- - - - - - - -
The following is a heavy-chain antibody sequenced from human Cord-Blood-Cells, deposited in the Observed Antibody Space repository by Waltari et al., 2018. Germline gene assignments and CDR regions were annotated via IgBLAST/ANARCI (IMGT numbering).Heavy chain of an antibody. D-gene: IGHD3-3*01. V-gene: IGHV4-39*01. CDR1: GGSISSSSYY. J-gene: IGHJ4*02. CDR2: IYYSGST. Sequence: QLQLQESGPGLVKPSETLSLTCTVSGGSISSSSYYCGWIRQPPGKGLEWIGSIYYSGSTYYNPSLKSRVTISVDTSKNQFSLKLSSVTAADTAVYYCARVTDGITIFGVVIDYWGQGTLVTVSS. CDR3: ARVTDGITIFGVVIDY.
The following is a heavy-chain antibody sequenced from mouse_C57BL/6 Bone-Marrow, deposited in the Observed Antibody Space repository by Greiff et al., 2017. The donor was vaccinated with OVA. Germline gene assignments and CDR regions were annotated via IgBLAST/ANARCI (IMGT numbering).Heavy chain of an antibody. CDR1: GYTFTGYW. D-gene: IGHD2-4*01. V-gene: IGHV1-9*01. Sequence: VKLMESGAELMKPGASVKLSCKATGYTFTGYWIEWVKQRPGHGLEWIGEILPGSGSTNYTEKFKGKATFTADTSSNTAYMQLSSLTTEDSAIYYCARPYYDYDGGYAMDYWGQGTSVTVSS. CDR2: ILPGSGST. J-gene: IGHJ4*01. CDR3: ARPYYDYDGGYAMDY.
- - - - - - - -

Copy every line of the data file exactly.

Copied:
The following is a heavy-chain antibody sequenced from human Cord-Blood-Cells, deposited in the Observed Antibody Space repository by Waltari et al., 2018. Germline gene assignments and CDR regions were annotated via IgBLAST/ANARCI (IMGT numbering).Heavy chain of an antibody. D-gene: IGHD3-3*01. V-gene: IGHV4-39*01. CDR1: GGSISSSSYY. J-gene: IGHJ4*02. CDR2: IYYSGST. Sequence: QLQLQESGPGLVKPSETLSLTCTVSGGSISSSSYYCGWIRQPPGKGLEWIGSIYYSGSTYYNPSLKSRVTISVDTSKNQFSLKLSSVTAADTAVYYCARVTDGITIFGVVIDYWGQGTLVTVSS. CDR3: ARVTDGITIFGVVIDY.
The following is a heavy-chain antibody sequenced from mouse_C57BL/6 Bone-Marrow, deposited in the Observed Antibody Space repository by Greiff et al., 2017. The donor was vaccinated with OVA. Germline gene assignments and CDR regions were annotated via IgBLAST/ANARCI (IMGT numbering).Heavy chain of an antibody. CDR1: GYTFTGYW. D-gene: IGHD2-4*01. V-gene: IGHV1-9*01. Sequence: VKLMESGAELMKPGASVKLSCKATGYTFTGYWIEWVKQRPGHGLEWIGEILPGSGSTNYTEKFKGKATFTADTSSNTAYMQLSSLTTEDSAIYYCARPYYDYDGGYAMDYWGQGTSVTVSS. CDR2: ILPGSGST. J-gene: IGHJ4*01. CDR3: ARPYYDYDGGYAMDY.